marzo 18, 2019

New paper on the long-run evolution of political cleavages in India

This new paper by Abhijit Banerjee, Amory Gethin and Thomas Piketty combines surveys, election results and social spending data to document a long-run evolution of political cleavages in India. From a dominant-party system featuring the Indian National Congress as the main actor of the mediation of political conflicts, Indian politics have gradually come to include a number of smaller regionalist parties and, more recently, the Bharatiya Janata Party (BJP). These changes coincide with the rise of religious divisions and the persistence of strong caste-based cleavages, while education, income and occupation play little role (controlling for caste) in determining voters’ choices. The authors find no evidence that India’s new party system has been associated with changes in social policy. While BJP-led states are generally characterized by a smaller social sector, switching to a party representing upper castes or upper classes has no significant effect on social spending. They interpret this as evidence that voters seem to be less driven by straightforward economic interests than by sectarian interests and cultural priorities. In India, as in many Western democracies, political conflicts have become increasingly focused on identity and religious-ethnic conflicts rather than on tangible material benefits and class-based redistribution.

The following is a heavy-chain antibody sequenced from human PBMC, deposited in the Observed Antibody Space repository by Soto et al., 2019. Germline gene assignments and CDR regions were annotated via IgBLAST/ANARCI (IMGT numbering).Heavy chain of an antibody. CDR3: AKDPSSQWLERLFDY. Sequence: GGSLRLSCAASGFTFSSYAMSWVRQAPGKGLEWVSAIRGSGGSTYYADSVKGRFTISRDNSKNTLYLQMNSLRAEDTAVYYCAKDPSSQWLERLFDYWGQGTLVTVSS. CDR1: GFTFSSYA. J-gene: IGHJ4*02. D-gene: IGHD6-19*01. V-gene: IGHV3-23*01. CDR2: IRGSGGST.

Vote for the Bharatiya Janata Party and other right-wing parties by caste, 1962-2014